So you’re curious about how many amps are in a taser? Perhaps you are curious how a taser issues a ‘stunning’ shock without causing lethal permanent damage? Or maybe you’re just confused about the difference between voltage and amps in a taser and how a taser actually works?
Regardless of which question applies to you, It is important to understand what the amperage of the taser is, in relation to voltage, and how it affects the mind and body of a potential aggressor.
To start off, the majority of stun guns range from 3-4 milliamps (mA). There’s a saying that goes “1 amp will kill ya” and this is true. Tasers are nowhere near even a single amp as there are 1000 milliamps per 1 amp. The police standard issue X-26 Taser operates with approximately 3.64 milliamps. More importantly, the amps are what cause the pain and the muscle contractions within the body and can even lead to short-term after effects of impaired cognitive function of the brain.
How A Taser Works
A taser works by operating at a high voltage and low amperage of about 3-4 milliamps. Operating in this capacity ensures that the target receives a shock that essentially stuns the target for up to 15 minutes but leaves no lasting or permanent damage to the victim.
A taser can shoot a target from up to 15 feet away, as opposed to a stun gun that is only close range. The taser is made of two electrodes which are attached to wires that shoot out of the taser from a compressed gas cartridge towards the target.
The two electrodes have metal barbs that attach themselves to the target’s clothing. This allows the electrical current to travel down the wires of the taser and deliver a nasty shock!
Amps Vs Voltage
If you’re curious about how many amps are in a taser then you perhaps already understand the difference between voltage and amps. To add to your understanding, you can think of the voltage to be the pushing force behind the electrical current. This means that the voltage allows the electrical current of the stun gun to penetrate through thick clothing, like heavy jackets, to be able to reach and affect the target.
In reality – voltage higher than 25,000 volts is mostly unnecessary due to the penetrating value of 25,000 volts.
The amperage is the actual intensity of the electrical current that will be delivering the ‘bite’ to the target. The 3-4 milliamps used in a taser keeps it will within non-lethal ranges. This is because of the higher the number of the amp – the stronger the shock. This video will give you more details on the difference between the two:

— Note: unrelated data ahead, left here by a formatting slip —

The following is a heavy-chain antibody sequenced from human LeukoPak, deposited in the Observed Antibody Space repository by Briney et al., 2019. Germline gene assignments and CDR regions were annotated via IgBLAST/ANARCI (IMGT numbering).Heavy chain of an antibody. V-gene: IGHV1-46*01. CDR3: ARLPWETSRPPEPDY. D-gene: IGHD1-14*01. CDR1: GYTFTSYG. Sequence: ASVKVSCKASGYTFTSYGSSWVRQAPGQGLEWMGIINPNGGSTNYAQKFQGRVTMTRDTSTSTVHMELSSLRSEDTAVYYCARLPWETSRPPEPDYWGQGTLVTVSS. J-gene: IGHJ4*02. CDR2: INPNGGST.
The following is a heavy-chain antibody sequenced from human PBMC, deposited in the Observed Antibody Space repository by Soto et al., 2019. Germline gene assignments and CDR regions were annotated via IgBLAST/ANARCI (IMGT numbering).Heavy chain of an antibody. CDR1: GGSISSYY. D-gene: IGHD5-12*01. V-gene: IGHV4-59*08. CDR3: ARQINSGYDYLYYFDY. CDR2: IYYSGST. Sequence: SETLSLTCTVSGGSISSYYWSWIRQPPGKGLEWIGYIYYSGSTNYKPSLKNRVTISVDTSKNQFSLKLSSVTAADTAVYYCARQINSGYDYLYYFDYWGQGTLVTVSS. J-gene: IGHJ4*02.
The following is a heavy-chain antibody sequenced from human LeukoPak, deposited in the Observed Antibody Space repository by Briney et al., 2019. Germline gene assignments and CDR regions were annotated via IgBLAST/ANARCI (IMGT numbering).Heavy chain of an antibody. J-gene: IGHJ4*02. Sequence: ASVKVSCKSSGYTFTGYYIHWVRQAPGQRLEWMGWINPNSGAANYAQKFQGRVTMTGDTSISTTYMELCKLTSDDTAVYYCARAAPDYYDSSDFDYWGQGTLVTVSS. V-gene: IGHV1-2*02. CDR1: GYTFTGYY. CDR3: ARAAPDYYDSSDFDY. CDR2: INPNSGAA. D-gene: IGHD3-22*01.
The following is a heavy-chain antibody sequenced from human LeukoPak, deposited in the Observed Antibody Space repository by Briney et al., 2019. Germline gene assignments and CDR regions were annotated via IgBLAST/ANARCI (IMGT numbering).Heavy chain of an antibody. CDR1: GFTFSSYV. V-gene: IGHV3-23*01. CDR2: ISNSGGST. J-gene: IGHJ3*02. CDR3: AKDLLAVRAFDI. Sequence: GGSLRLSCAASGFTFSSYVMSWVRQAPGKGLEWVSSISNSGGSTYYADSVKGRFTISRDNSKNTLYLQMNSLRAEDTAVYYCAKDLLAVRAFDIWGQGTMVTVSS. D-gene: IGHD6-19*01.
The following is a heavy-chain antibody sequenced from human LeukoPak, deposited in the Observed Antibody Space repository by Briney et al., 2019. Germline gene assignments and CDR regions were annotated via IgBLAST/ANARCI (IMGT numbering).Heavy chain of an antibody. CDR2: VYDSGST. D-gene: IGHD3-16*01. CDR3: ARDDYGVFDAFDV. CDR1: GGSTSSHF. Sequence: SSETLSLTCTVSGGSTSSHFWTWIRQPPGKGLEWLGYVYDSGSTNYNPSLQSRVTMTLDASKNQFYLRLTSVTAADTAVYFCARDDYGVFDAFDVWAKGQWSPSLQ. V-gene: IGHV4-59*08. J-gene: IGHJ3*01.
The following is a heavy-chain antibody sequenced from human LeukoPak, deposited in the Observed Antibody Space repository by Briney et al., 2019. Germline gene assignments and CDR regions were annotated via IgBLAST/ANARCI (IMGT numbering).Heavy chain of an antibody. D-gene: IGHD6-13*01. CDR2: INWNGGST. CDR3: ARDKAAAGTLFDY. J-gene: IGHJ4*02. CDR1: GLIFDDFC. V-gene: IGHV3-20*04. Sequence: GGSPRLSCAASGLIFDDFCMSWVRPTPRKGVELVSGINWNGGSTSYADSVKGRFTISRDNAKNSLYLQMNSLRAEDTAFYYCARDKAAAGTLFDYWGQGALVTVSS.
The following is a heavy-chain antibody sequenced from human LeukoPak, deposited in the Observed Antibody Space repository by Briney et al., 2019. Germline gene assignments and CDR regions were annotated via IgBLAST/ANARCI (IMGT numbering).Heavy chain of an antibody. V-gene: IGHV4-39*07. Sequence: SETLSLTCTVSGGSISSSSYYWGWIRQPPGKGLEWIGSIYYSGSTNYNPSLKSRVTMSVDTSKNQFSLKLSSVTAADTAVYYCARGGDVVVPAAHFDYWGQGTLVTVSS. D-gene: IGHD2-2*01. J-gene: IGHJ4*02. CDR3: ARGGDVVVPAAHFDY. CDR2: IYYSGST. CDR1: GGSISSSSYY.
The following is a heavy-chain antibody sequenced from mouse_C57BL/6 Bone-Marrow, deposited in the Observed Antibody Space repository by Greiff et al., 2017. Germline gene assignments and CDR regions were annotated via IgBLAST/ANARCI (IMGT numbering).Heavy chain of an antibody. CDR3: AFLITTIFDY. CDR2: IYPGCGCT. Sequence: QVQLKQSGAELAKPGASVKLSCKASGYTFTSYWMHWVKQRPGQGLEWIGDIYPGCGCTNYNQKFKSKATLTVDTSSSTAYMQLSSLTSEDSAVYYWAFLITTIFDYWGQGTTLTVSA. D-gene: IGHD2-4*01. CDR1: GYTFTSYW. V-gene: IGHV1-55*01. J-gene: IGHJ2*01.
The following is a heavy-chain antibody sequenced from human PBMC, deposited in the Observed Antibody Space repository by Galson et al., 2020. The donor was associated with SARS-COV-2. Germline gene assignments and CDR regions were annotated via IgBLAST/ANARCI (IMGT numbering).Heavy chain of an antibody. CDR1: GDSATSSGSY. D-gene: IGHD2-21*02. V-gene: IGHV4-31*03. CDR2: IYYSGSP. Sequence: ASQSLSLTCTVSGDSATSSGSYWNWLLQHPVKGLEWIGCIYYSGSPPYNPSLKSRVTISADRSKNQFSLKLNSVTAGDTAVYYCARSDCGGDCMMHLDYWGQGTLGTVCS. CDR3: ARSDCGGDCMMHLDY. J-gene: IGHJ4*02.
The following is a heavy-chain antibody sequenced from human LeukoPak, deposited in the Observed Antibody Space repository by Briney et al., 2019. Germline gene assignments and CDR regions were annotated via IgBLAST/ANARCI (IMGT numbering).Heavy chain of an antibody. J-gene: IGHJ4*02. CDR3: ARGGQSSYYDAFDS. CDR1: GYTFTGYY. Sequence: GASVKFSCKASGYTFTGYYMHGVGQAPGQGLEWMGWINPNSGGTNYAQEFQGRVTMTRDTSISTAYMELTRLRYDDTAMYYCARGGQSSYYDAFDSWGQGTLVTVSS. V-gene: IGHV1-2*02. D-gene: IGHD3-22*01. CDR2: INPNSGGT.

How A Taser Affects Your Body
A taser sends in the electrical current to your body that interrupts the conversation happening between your brain and your muscles. The current, in modern tasers, is strong enough to synchronize with the nerves inside your muscle that control your motor skills and causes them to contract which results in your body collapsing.
You can think of it as literally somebody interrupting you by trying to say what they want to say and ignoring completely what you have to say. It is very difficult to have a conversation with someone if there is a third person (i.e the taser) just kinda saying whatever they want to say with no regard for the flow of conversation.
How A Taser Affects Your Brain
Aside from the disruption of communication between your brain and motor nerves upon initial contact with the taser’s electrodes, it’s not hard to believe that a shock of 50,000 volts might leave some temporary lingering effects in the brain.
This immense shock has been shown in studies to cause short-term cognitive malfunction. This means that you can’t think and process new information very well. As this may not be lethal – it does raise serious concern in regards to the police force questioning a suspect immediately after tasing them.
The studies were done on individuals that were sober and also keen on test-taking. After being tased, about 25% of all individuals tested at a level of a 79-year old human on the Hopkin’s Verbal Learning Test after scoring above the national average prior to being taste.
The Hopkin’s Verbal Learning Test is used to monitor and identify an individual’s cognitive function on a spectrum from minor impairment to dementia.
Again, these effects are short-term and nothing for an individual to worry about in regards to permanent damage. However, it might be a good idea to remain silent!
Can A Taser Kill You?
After all this talk about amps and voltage and the effects it has on a human…this becomes a natural question follow-up question. This is a question that is in largest controversy between the medical community and ironically enough, companies selling tasers.
Taser International has been known to sue not only critics but also coroners that ruled that a taser contributed to a jailhouse death. All science and logistics intellectually that a taser should be safe. But it seems that things change when we start talking about real life scenarios in the field.
So, it’s left up in the air. It might be safe to say that they are perhaps not safe enough to be considered ‘non-lethal’ when you consider that there are deaths happening after a tasing happens – but the taser is not listed as a contributing factor.
I suppose if I was a coroner who feared getting sued I might think twice about listing the taser as the official cause of death as well. We all have our families to feed, after all.
Well That Was… Shocking
So, now you know how many amps are in a taser! We also learned how a taser affects your mind and your body and the details on the functionalities of a taser. And finally, after touching on the deeply seeded controversy between taser manufacturers and the medical community, which will be left to your own discretion, I will now release you back to the world as well-educated taser enthusiast.